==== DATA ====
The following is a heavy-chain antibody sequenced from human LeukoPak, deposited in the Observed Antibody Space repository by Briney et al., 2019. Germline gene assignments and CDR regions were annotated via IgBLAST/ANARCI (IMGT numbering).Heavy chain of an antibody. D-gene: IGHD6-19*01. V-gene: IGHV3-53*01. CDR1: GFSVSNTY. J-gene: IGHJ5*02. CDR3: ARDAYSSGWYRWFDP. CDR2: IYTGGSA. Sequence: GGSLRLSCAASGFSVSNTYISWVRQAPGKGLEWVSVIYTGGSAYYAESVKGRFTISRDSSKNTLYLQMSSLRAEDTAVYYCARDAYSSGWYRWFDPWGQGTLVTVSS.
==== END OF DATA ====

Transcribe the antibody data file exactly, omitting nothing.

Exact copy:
The following is a heavy-chain antibody sequenced from human LeukoPak, deposited in the Observed Antibody Space repository by Briney et al., 2019. Germline gene assignments and CDR regions were annotated via IgBLAST/ANARCI (IMGT numbering).Heavy chain of an antibody. D-gene: IGHD6-19*01. V-gene: IGHV3-53*01. CDR1: GFSVSNTY. J-gene: IGHJ5*02. CDR3: ARDAYSSGWYRWFDP. CDR2: IYTGGSA. Sequence: GGSLRLSCAASGFSVSNTYISWVRQAPGKGLEWVSVIYTGGSAYYAESVKGRFTISRDSSKNTLYLQMSSLRAEDTAVYYCARDAYSSGWYRWFDPWGQGTLVTVSS.